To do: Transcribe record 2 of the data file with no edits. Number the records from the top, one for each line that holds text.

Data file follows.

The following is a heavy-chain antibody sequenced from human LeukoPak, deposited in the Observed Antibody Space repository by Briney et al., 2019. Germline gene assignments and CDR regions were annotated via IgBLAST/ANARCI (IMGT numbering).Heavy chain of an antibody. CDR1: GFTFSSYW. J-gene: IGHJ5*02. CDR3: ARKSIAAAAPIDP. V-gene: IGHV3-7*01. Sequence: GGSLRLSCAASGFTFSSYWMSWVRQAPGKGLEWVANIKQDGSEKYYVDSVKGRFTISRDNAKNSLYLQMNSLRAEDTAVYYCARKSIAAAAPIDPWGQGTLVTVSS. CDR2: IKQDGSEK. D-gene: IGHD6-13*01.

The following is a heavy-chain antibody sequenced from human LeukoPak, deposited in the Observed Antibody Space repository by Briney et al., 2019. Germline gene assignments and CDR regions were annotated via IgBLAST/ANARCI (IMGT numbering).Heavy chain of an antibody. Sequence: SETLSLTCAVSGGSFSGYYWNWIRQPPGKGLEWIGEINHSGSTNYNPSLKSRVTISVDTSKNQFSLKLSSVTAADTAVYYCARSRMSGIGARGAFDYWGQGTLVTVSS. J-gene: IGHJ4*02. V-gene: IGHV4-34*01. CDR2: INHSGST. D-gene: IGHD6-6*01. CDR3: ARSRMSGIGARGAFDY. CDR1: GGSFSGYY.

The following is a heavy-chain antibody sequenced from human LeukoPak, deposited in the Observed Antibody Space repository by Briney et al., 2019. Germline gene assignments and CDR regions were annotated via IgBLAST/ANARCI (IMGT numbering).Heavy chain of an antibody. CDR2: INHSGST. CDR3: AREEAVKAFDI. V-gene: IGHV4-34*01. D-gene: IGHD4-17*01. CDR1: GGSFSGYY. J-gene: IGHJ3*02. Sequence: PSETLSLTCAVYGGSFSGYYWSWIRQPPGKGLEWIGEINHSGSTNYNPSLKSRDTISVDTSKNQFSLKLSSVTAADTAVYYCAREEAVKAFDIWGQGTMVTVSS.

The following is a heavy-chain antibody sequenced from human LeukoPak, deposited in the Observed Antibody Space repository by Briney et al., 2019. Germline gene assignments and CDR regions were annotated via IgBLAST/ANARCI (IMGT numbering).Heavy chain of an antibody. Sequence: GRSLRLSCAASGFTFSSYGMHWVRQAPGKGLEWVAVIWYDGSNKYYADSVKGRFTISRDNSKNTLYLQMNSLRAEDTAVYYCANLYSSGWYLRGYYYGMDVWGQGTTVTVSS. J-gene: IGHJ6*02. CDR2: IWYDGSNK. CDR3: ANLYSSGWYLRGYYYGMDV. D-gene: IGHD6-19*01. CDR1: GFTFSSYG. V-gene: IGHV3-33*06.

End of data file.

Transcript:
The following is a heavy-chain antibody sequenced from human LeukoPak, deposited in the Observed Antibody Space repository by Briney et al., 2019. Germline gene assignments and CDR regions were annotated via IgBLAST/ANARCI (IMGT numbering).Heavy chain of an antibody. Sequence: SETLSLTCAVSGGSFSGYYWNWIRQPPGKGLEWIGEINHSGSTNYNPSLKSRVTISVDTSKNQFSLKLSSVTAADTAVYYCARSRMSGIGARGAFDYWGQGTLVTVSS. J-gene: IGHJ4*02. V-gene: IGHV4-34*01. CDR2: INHSGST. D-gene: IGHD6-6*01. CDR3: ARSRMSGIGARGAFDY. CDR1: GGSFSGYY.